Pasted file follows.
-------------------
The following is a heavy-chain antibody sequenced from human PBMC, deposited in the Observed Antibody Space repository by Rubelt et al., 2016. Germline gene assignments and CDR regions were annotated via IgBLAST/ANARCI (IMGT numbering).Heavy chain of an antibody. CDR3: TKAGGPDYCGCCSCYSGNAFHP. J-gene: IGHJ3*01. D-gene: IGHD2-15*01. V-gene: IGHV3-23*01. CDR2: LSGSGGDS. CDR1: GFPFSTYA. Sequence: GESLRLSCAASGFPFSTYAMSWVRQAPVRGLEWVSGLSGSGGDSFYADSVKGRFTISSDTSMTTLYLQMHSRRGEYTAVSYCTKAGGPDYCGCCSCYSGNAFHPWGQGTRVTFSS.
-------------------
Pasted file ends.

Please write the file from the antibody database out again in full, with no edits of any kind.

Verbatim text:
The following is a heavy-chain antibody sequenced from human PBMC, deposited in the Observed Antibody Space repository by Rubelt et al., 2016. Germline gene assignments and CDR regions were annotated via IgBLAST/ANARCI (IMGT numbering).Heavy chain of an antibody. CDR3: TKAGGPDYCGCCSCYSGNAFHP. J-gene: IGHJ3*01. D-gene: IGHD2-15*01. V-gene: IGHV3-23*01. CDR2: LSGSGGDS. CDR1: GFPFSTYA. Sequence: GESLRLSCAASGFPFSTYAMSWVRQAPVRGLEWVSGLSGSGGDSFYADSVKGRFTISSDTSMTTLYLQMHSRRGEYTAVSYCTKAGGPDYCGCCSCYSGNAFHPWGQGTRVTFSS.